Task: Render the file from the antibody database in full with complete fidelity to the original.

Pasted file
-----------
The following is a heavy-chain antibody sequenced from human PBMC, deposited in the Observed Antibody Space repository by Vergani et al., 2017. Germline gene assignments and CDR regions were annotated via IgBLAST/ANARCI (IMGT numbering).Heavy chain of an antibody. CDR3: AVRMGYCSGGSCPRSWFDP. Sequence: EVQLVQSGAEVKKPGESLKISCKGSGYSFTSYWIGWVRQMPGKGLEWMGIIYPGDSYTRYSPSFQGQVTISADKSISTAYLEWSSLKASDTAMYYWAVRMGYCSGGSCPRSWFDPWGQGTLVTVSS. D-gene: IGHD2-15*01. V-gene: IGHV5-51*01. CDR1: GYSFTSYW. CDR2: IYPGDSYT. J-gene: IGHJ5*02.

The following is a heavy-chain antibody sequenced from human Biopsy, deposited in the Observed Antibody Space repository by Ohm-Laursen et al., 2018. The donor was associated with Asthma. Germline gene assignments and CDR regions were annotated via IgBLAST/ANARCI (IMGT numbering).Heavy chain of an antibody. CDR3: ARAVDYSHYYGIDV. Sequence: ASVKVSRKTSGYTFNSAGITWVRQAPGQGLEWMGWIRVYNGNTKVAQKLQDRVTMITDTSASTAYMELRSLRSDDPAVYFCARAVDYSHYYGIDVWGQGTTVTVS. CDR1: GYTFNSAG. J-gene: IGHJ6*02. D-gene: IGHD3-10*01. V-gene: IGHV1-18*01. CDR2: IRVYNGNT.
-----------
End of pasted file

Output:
The following is a heavy-chain antibody sequenced from human PBMC, deposited in the Observed Antibody Space repository by Vergani et al., 2017. Germline gene assignments and CDR regions were annotated via IgBLAST/ANARCI (IMGT numbering).Heavy chain of an antibody. CDR3: AVRMGYCSGGSCPRSWFDP. Sequence: EVQLVQSGAEVKKPGESLKISCKGSGYSFTSYWIGWVRQMPGKGLEWMGIIYPGDSYTRYSPSFQGQVTISADKSISTAYLEWSSLKASDTAMYYWAVRMGYCSGGSCPRSWFDPWGQGTLVTVSS. D-gene: IGHD2-15*01. V-gene: IGHV5-51*01. CDR1: GYSFTSYW. CDR2: IYPGDSYT. J-gene: IGHJ5*02.

The following is a heavy-chain antibody sequenced from human Biopsy, deposited in the Observed Antibody Space repository by Ohm-Laursen et al., 2018. The donor was associated with Asthma. Germline gene assignments and CDR regions were annotated via IgBLAST/ANARCI (IMGT numbering).Heavy chain of an antibody. CDR3: ARAVDYSHYYGIDV. Sequence: ASVKVSRKTSGYTFNSAGITWVRQAPGQGLEWMGWIRVYNGNTKVAQKLQDRVTMITDTSASTAYMELRSLRSDDPAVYFCARAVDYSHYYGIDVWGQGTTVTVS. CDR1: GYTFNSAG. J-gene: IGHJ6*02. D-gene: IGHD3-10*01. V-gene: IGHV1-18*01. CDR2: IRVYNGNT.